• The New York Times reports that "in a move that could put pressure on its rivals to follow suit, Amazon will start paying taxes in a number of European countries where it has large operations, instead of funneling nearly all its sales through Luxembourg, a low-tax haven that is the home base in the region for Amazon and many other large tech companies."

    Companies such as Amazon and Google have been criticized by some EU countries because of their tax payment policies, and the European Commission is investigating "whether Apple and Amazon receive unfair state support through low-tax agreements in Ireland and Luxembourg, respectively, where the companies run their European operations."

    Latin Post reports that Pepsi is launching a new flavor, Pepsi Limón, which "has real lime juice and real sugar in it, giving it a popular tart taste familiar among Latinos ... It is now available in 20 oz. bottles in select markets throughout California, Arizona, New Mexico, Texas and Chicago."

    The story notes that the goal is to "reach out to Latino consumers since they make up almost one-sixth of the U.S. population."
    KC's View:

    Published on: May 26, 2015

    • Apple Inc. announced that Jony Ive has been given the new title of Chief Design Officer, with responsibility not just Apple's suite of hardware and software products, but also for the fleet of Apple Stores and the company's new campus in Cupertino, California.
    KC's View:

    Published on: May 26, 2015

    • Anne Meara, who with her husband Jerry Stiller created one of the most successful male-female comedy teams in history, passed away over the weekend. She was 85.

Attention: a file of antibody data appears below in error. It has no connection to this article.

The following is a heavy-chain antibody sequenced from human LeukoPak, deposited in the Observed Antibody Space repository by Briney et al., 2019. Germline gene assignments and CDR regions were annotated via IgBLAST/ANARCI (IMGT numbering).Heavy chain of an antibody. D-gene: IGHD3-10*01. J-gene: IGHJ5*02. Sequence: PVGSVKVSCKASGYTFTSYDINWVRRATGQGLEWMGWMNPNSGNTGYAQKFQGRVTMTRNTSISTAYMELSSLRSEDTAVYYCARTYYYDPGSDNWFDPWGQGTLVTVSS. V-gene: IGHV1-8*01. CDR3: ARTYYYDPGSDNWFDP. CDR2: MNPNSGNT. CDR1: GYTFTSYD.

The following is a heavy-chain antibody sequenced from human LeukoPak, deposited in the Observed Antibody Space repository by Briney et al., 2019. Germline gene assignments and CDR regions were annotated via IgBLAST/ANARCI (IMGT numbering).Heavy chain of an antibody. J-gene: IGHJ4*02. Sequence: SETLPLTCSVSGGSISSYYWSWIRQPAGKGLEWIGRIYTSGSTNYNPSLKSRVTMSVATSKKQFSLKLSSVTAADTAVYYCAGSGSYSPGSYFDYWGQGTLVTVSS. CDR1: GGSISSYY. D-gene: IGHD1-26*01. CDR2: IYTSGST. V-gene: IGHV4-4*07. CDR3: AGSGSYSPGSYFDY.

Stiller and Meara were not just fixtures in clubs and on television, but also did commercials for products such as Blue Nun wine; they also produced a son, Ben Stiller, who has forged a successful career in films such as Zoolander, Meet The Parents, and Tropic Thunder. Anne Meara also was an accomplished actor in her own right, appearing in everything from "Rhoda" to Reality Bites to "Macbeth," and had forged a late-in-life career as a playwright.
    KC's View:
    I actually met Stiller and Meara in 1973, when they appeared on a television talk show where I was working as a production assistant. Afterwards, I went to see them in a summer stock production of Neil Simon's "The Prisoner of Second Avenue," brought my parents with me, and then took them backstage to chat with the couple. (My parents were a little amazed by this.)

    Somewhere in the basement I have a scrapbook in which there is a note from Anne Meara. At the time, I envisioned myself as having an acting career, and she was offering me advice ... and she said something that I thought was incredibly wise. You'll be an actor if you need to be an actor, she wrote. Just wanting to be an actor is not enough.

    That's really smart ... and doesn't just apply to acting. (Obviously, I didn't need acting enough ... but I did need to be a writer. Hence, my chosen profession.) It always has been my experience that the people who are happiest and most fulfilled in their work - who don't, in fact, view it as work - are those who need to be doing it ... that it is less choice than compulsion.

    That's something I originally learned from Anne Meara all those years ago. And I thought about it a lot this weekend when I heard about her passing.

    Published on: May 26, 2015

    Michael Sansolo is off this week. "Sansolo Speaks" will return.
    KC's View:

    Published on: May 26, 2015

    ...please drop me an email. Depending on schedules, Michael Sansolo and I may try to put together a little get-together during FMI Connect in Chicago, which is taking place from June 8-11. Let me know if you'll be there, and we'll be in touch...
    KC's View:

    Published on: May 26, 2015

    Got a number of reactions on Friday to the "Millennial Mind" guest column written by Chelsea Ware, a student at Portland State University, who talked about what she believes McDonald's needs to do in order to regain relevance with her generation.

    One MNB user wrote: